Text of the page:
Figure 2: Group picture with students, tutors and coordinator after the 5-day problem-based learning session

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Reflective observation (So what?)

PBL is resource intensive in terms of human resource and finances. Unless institutions realize the importance of investing in this student-centered approach, the implementation part suffers. The real challenge started once it was implemented. The educators of BDS program came from traditional curricular model and they had been taught by teacher-centered approach. The infrastructure was inadequate for small group teaching, and there were not enough PBL cases for a routine PBL. It took few motivated, like-minded and convinced faculty members to work toward overcoming these challenges. The department of health professions education organized and conducted faculty training programs on PBL, role of tutors, and case designing. Infrastructure was upgraded at the existing discussion rooms of each department to suit for PBL tutorials. Teams of PBL of different levels were formed which included PBL core group and separate PBL subcommittees for MBBS/BDS/Nursing programs. The PBL core group comprised all the program coordinators, PBL coordinators of each program chaired by the Dean, Academics. The PBL subcommittee for BDS program was formed which included a PBL coordinator and all the BDS program coordinators and deputy coordinators along with representatives from departments as members. This team is also responsible in writing cases. We have so far developed 10 cases and are working on developing at least 25 cases on the most common problems of oral cavity. Process assessment for each PBL block is an important part of the teaching–learning activity. The team has just completed PBL block on “Infection Control Protocol” for 3rd-year BDS students. Students found it beneficial as they are better oriented about each department's infection control protocol and feel more comfortable in working at clinical areas.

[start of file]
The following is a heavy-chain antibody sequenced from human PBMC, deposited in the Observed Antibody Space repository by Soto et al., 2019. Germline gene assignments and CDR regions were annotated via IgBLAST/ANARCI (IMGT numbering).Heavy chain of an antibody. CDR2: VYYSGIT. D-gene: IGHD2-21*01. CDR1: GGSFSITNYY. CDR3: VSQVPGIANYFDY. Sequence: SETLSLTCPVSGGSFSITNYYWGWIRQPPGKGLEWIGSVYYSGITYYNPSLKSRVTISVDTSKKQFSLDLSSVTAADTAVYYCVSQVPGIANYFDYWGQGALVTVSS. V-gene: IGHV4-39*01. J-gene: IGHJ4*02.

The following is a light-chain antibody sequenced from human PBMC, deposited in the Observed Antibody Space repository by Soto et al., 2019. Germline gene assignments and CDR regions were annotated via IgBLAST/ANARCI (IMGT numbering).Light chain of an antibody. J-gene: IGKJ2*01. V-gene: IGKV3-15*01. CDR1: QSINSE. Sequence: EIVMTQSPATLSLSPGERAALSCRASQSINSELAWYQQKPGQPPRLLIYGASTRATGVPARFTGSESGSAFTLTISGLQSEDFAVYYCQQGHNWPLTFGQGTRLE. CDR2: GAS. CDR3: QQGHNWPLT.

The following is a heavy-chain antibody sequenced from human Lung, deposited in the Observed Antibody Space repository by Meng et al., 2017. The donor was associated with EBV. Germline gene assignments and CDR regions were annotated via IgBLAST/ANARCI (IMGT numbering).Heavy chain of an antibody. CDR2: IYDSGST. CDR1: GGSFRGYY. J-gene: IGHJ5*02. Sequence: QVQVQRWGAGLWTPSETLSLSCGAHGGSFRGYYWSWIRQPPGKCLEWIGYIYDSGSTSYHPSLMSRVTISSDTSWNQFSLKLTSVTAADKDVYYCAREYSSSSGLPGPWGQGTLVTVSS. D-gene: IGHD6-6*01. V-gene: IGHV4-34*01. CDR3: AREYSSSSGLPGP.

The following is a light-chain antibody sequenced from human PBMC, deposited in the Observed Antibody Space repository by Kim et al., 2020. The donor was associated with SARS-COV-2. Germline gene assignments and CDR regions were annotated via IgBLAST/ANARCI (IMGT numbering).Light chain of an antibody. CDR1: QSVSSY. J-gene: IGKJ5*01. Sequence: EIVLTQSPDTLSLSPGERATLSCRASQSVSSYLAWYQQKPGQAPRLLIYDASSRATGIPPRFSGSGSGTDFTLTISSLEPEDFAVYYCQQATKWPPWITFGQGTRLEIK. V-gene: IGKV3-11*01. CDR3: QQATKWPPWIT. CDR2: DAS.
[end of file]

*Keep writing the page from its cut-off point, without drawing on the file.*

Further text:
The road ahead (What now?)